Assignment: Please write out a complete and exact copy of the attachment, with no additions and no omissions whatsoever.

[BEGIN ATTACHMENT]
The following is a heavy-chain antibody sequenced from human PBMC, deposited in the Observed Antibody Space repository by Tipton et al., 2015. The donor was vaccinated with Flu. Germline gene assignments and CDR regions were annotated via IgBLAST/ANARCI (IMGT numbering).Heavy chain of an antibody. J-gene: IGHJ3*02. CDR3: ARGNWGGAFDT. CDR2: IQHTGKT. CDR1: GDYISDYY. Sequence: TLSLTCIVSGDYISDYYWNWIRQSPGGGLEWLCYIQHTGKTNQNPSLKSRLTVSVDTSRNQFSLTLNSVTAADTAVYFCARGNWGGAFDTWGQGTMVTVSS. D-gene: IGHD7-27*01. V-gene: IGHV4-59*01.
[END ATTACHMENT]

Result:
The following is a heavy-chain antibody sequenced from human PBMC, deposited in the Observed Antibody Space repository by Tipton et al., 2015. The donor was vaccinated with Flu. Germline gene assignments and CDR regions were annotated via IgBLAST/ANARCI (IMGT numbering).Heavy chain of an antibody. J-gene: IGHJ3*02. CDR3: ARGNWGGAFDT. CDR2: IQHTGKT. CDR1: GDYISDYY. Sequence: TLSLTCIVSGDYISDYYWNWIRQSPGGGLEWLCYIQHTGKTNQNPSLKSRLTVSVDTSRNQFSLTLNSVTAADTAVYFCARGNWGGAFDTWGQGTMVTVSS. D-gene: IGHD7-27*01. V-gene: IGHV4-59*01.